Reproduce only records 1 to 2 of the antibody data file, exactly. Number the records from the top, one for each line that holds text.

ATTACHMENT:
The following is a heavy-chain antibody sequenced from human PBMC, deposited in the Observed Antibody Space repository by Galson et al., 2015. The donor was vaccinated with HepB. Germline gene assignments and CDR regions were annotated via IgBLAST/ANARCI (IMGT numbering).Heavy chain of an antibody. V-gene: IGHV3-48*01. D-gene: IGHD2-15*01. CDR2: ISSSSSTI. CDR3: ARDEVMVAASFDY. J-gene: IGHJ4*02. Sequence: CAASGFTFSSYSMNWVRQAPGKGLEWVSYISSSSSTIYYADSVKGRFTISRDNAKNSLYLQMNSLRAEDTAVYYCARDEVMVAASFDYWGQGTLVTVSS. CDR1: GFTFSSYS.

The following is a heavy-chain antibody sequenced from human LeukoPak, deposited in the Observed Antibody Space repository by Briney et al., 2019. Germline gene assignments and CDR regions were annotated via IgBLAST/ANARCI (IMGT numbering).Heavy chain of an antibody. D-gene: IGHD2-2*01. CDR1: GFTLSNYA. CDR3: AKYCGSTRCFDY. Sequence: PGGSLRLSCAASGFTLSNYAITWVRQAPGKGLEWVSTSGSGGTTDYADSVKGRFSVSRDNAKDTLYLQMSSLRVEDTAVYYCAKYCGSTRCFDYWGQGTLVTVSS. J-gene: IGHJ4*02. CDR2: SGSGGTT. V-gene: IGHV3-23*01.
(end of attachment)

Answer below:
The following is a heavy-chain antibody sequenced from human PBMC, deposited in the Observed Antibody Space repository by Galson et al., 2015. The donor was vaccinated with HepB. Germline gene assignments and CDR regions were annotated via IgBLAST/ANARCI (IMGT numbering).Heavy chain of an antibody. V-gene: IGHV3-48*01. D-gene: IGHD2-15*01. CDR2: ISSSSSTI. CDR3: ARDEVMVAASFDY. J-gene: IGHJ4*02. Sequence: CAASGFTFSSYSMNWVRQAPGKGLEWVSYISSSSSTIYYADSVKGRFTISRDNAKNSLYLQMNSLRAEDTAVYYCARDEVMVAASFDYWGQGTLVTVSS. CDR1: GFTFSSYS.

The following is a heavy-chain antibody sequenced from human LeukoPak, deposited in the Observed Antibody Space repository by Briney et al., 2019. Germline gene assignments and CDR regions were annotated via IgBLAST/ANARCI (IMGT numbering).Heavy chain of an antibody. D-gene: IGHD2-2*01. CDR1: GFTLSNYA. CDR3: AKYCGSTRCFDY. Sequence: PGGSLRLSCAASGFTLSNYAITWVRQAPGKGLEWVSTSGSGGTTDYADSVKGRFSVSRDNAKDTLYLQMSSLRVEDTAVYYCAKYCGSTRCFDYWGQGTLVTVSS. J-gene: IGHJ4*02. CDR2: SGSGGTT. V-gene: IGHV3-23*01.